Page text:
commit 0f28d9a96bc92d802b57900ce4a06db71cbaef6d
Author: Michael G. Schwern <[email protected]>
Date:   Wed Aug 10 09:13:40 2016 -0700

    Remove my name from the gitconfig.

    Now it can be used by anyone. Git will prompt for the user info.

diff --git a/.gitconfig b/.gitconfig
index 1d539bd..538440f 100644
--- a/.gitconfig
+++ b/.gitconfig
@@ -1,18 +1,10 @@
-# If you use this file, remember to change the [user] and [sendemail] sections.
...and so on...

index 1d539bd..538440f 100644 indicates this replaced blob object (file) 1d539bd with 538440f and uses permissions 0644. If you run git cat-file -s 538440f it tells me the object is 4356 bytes. That's it's uncompressed size. On disk it's just 1849 bytes.

$ ls -l .git/objects/53/8440f84014584432fa5bf09d761926b3d70dbe 
-r--r--r-- 1 schwern staff 1849 Aug 10 09:14 .git/objects/53/8440f84014584432fa5bf09d761926b3d70dbe

After I git gc even the object file is gone. Now everything is in a pack file using less than 10K.

$ tree -h .git/objects/
├── [ 102]  info
│   └── [  54]  packs
└── [ 136]  pack
    ├── [1.9K]  pack-d5b7110001ed35cce1aa0a380db762f39505b1c0.idx
    └── [7.8K]  pack-d5b7110001ed35cce1aa0a380db762f39505b1c0.pack

This answer shows how to get the blobs from a commit in a more automated fashion.

  • 5
    I think stats are a good way to identify commits with major changes. But they just look tedious in the output. Any chance we can do some computation with the stats and pretty print the result in an oneline format? For example, print each commit with its checksum, title and a number (#lines_added + #lines_deleted)? Didn't find such a placeholder in git log format placeholders. Am I missing something?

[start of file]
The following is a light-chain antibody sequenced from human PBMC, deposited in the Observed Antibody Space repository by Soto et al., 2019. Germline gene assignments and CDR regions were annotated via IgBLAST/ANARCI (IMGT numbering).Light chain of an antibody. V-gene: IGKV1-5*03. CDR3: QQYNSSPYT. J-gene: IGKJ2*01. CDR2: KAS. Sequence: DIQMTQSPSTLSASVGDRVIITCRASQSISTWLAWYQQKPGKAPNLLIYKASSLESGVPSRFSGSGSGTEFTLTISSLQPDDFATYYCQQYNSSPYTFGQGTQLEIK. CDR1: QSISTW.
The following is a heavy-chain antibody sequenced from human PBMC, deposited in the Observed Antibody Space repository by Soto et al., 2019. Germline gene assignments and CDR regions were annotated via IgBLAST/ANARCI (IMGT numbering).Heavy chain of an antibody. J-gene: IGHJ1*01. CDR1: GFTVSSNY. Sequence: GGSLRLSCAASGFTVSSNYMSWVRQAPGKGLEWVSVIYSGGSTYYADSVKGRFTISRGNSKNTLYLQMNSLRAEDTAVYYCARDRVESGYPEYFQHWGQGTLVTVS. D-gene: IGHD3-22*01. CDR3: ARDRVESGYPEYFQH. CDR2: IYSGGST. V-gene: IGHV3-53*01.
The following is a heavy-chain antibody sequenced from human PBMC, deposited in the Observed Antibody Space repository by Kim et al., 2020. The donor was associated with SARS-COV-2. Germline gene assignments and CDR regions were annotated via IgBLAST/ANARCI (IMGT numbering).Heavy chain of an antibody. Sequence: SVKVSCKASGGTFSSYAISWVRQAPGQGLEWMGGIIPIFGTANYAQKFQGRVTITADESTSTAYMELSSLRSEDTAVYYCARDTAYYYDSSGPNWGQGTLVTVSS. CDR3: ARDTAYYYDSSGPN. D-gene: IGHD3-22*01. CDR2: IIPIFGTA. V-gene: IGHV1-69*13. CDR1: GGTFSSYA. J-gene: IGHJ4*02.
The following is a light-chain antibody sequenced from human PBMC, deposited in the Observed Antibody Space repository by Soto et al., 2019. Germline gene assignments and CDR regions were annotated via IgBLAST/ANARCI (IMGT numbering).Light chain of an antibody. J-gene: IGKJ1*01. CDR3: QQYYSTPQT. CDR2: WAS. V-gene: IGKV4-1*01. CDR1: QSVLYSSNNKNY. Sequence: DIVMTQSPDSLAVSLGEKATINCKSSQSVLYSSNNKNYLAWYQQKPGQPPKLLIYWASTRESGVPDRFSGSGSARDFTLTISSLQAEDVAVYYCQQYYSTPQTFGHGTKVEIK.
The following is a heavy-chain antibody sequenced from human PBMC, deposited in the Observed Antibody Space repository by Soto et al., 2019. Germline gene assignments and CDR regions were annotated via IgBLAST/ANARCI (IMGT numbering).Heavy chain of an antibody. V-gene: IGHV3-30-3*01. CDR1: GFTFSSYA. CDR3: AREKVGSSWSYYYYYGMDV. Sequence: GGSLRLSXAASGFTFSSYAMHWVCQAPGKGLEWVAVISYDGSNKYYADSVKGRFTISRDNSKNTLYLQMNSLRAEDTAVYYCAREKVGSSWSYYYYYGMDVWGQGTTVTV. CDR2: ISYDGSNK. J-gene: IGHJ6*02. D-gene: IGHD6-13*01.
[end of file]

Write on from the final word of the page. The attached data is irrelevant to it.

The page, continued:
– Cyker
    Commented Nov 19, 2016 at 22:53
  • 4
    @Cyker Something like git log --pretty=format:"%h %s" --shortstat
    – Schwern
    Commented Apr 14, 2018 at 19:18

Here's a really simplistic/brute force way to do this:

git format-patch --stdout ref1..ref2 | wc -c

  • The format-patch gives you the difference between ref1 and ref2
  • For ref1/ref2, you can use any valid git reference name, for example a0b1c2d3, HEAD, HEAD~1, etc.
  • The wc -c gives you the size of the patch in bytes

Note: the git commit metadata will also count towards the byte size. This may be a feature or a bug of this method, depending on what information exactly that you want. More git format-patch and/or unix pipeline/grep might give you more control here.

  • 1
    This is a really nice, simple, and well explained technique to get an idea of how big your commit is in bytes. Several years after the accepted answer, and we still share better ways of doing things. Kudos @EdwardTeach!
    – Vanna
    Commented Jan 5, 2022 at 0:40
  • 1
    Note that what is stored in Git is not the delta but the new object. This method shows the approximate size of the delta. So it's interesting but hard to draw conclusions from the number this produces. Commented Jul 16, 2022 at 4:42